Tuesday, September 29, 2020

A few pictures


An Asian pear tree. Mrs ERJ likes Chujoru best. I like Korean Giant. I also have a few Shinko sprinkled in.

I find Asian pears to be easy to manage, precocious, productive, tasty and the fruit hangs on the tree waiting for me to get around to picking it. What is not to like?

Enterprise apple over G.935 This is another easy-to-manage combination.

A close-up of the limb. We saved a Jonafree and a couple of Enterprise until March last year. Mrs ERJ like the Enterprise better.

At least a few of the Bald Cypress I planted last spring survived the summer.

It took me a while before I saw the first one, and then I was able to start picking them out.


  1. That first pear photo looks like you have trained the limbs along a fence or something. How did you do it?

    1. I used baling twine to pull the branches down to 45 degrees from horizontal. Gravity and fruit load pulled them the rest of the way.

      I use baling twine because I can get it in enormous quantities for free.

      At some point, the branches will arch and a sucker will burst forth at the highest point. Then I prune the old branch outboard of the new sucker. The new sucker gets bend down from vertical.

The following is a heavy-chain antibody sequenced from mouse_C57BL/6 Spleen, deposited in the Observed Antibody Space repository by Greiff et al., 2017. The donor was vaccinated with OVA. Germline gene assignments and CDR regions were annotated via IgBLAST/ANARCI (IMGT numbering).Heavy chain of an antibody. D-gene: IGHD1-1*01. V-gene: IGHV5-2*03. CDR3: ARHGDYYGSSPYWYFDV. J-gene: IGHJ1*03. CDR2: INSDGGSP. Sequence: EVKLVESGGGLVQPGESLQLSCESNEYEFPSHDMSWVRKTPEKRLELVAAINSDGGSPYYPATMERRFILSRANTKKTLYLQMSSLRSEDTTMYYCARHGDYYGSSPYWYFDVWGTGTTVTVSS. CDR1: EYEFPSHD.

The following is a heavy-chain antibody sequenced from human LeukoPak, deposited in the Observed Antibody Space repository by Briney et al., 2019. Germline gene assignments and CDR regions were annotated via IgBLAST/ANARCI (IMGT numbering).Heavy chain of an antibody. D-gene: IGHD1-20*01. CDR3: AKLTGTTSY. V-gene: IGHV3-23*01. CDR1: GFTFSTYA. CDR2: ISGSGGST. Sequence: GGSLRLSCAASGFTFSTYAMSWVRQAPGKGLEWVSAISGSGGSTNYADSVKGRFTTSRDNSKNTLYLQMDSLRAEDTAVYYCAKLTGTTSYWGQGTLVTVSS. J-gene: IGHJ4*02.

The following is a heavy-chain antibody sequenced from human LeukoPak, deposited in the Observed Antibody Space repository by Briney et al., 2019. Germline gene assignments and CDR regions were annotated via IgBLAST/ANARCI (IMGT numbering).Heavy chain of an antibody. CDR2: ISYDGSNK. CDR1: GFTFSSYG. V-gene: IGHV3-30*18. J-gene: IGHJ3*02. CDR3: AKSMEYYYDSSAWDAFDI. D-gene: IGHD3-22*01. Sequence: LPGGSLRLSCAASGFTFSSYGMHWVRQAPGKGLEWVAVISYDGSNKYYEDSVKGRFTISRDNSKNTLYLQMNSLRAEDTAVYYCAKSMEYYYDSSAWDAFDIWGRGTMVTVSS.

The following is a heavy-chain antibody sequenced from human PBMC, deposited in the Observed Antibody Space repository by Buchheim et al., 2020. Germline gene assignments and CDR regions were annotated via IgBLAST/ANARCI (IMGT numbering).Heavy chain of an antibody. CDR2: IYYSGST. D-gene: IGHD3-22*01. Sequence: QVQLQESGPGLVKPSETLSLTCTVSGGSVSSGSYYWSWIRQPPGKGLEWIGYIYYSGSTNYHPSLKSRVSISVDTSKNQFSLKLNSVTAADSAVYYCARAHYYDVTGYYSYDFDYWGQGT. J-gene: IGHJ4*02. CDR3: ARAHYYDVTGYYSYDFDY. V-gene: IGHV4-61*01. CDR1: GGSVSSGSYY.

After a decade or so, it is necessary to lop the limb back closer to the trunk because it keeps inching out, growing the canopy outside its allotted footprint.

  2. How much fruit do you pick in the fall? Do you can most of it? How much are you able to make?

    1. Those questions are good for about six blog posts.

      The amount we pick is extremely variable. Life happens.

      In general, we pick enough apples to make 50 quarts of apple sauce. I think we could use twice that much in a year but for now our target is 50.

      We store some of the apples and pears in common cold storage. That amount varies by year. That would include Enterprise, Goldrush apples and Asian pears.

      If we were hungry...we would harvest all of it.

      Hunger is a great motivator.

      Without exaggerating, the amount of fruit we could harvest from our property could be 20X times higher than it currently is. In an exceptional year, maybe even 50X higher.

      Sad. There are children crying themselves to sleep in America because they are hungry and there are no Nacho Cheese flavored Doritos in the house.

    2. Great point. The difference in cost between natural food and processed, bagged crap makes a shopping cart an IQ test, and the obese chip crunchers consistently fail.


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